24 June 2009

The Most Modern of Vices...

It's rare for both sides in a comment section regarding some recent political event not to call each other hypocrites (a recent example at Althouse can be found in the comments for this post regarding Obama's press conference). Nobody seems to ask the more salient question, 'what's wrong with hypocrisy?'.

Seeing hypocrisy as a great sin is patently childish. It's real playground stuff, realizing that people in authority do one thing while saying another, and have different rules for you compared to themselves is a common complaint if you are 4 or 6 or 8, but you'd think adults would know better than to take hypocrisy too seriously.

I think a couple of quotes (culled from the Quote Garden) well illustrate the pre-modern view of hypocrisy when compared to the post-modern.

For the pre-modern view,
Hypocrisy is an homage that vice renders to virtue. ~Fran├žois, Duc De La Rochefoucauld, Maximes, 1678

For the more or less post-modern view (or at least Marxist)
The hypocrite's crime is that he bears false witness against himself. What makes it so plausible to assume that hypocrisy is the vice of vices is that integrity can indeed exist under the cover of all other vices except this one. Only crime and the criminal, it is true, confront us with the perplexity of radical evil; but only the hypocrite is really rotten to the core. ~Hannah Arendt, On Revolution, 1963

How can views regarding hypocrisy have 'evolved' from an "an homage that vice renders to virtue" to "plausible to assume that hypocrisy is the vice of vices"? I think for all the navel-gazing popular in more or less recent times, folks have developed a massive blindspot to their own weaknesses, while simultaneously developing a hyper-awareness of the failings of others. That's how someone like La Rochefoucauld can say something so forgiving about personal weakness, while recognizing that striving to appear good to others is as important as actually being good, and when we fail, it's not for lack of virtue. Arendt, though, can easily claim that, "only the hypocrite is really rotten to the core". For Arendt, and most other modern and postmodern thinkers who tackle the subject, having good intentions coupled with bad actions, or having bad intentions coupled with good actions is unforgiveable. Having bad intentions followed by bad actions may be perplexing, but at least those people are honest with themselves and the world.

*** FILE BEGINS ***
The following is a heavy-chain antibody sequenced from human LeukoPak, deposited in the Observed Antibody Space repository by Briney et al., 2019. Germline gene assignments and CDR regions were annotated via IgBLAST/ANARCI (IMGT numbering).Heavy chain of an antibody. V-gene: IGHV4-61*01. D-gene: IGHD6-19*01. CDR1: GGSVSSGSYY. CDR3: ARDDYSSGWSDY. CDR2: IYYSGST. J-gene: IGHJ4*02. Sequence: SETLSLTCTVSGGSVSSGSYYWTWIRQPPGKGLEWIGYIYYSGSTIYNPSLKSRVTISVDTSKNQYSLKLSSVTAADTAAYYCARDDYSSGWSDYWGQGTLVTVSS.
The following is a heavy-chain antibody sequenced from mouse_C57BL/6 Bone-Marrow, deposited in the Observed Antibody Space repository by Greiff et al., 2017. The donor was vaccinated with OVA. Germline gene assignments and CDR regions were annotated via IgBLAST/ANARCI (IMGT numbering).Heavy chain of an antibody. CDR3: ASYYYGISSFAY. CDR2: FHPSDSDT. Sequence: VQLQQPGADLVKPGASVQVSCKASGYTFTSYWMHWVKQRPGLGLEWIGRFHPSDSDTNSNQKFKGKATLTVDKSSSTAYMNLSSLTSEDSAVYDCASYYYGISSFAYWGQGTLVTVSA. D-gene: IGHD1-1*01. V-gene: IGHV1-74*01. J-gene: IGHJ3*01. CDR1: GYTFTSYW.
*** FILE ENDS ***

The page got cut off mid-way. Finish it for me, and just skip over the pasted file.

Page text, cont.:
That's why a few bad soldiers in an Iraqi prison doing some horrible things and being stupid enough to take photos of their misdeeds can be reason enough to condemn the entire US Government, while thugs on motorbikes under the direct command of a dictatorial cleric in Iraq aren't really any of our business and even when they murder non-violent protestors, we shouldn't be dissuaded from reaching out diplomatically to that thugocracy.

Maybe I'm old fashioned, but I'll take the person (or government) who strives to be virtuous, but occasionally misses the mark, over the honest rogue any day of the week. There is nothing rotten about hypocrisy or hypocrites, only the rarest of saints, or those without any moral compass whatsoever are able to claim to never have indulged in a moment or two of hypocrisy. Hypocrisy is the one vice whose opportunities for indulgence increase the more virtuous you are.

Hypocrisy is fine if one is contrite when caught, that's far preferable to those that are utterly shameless and looking to point fingers outward when their mistakes are brought to light.

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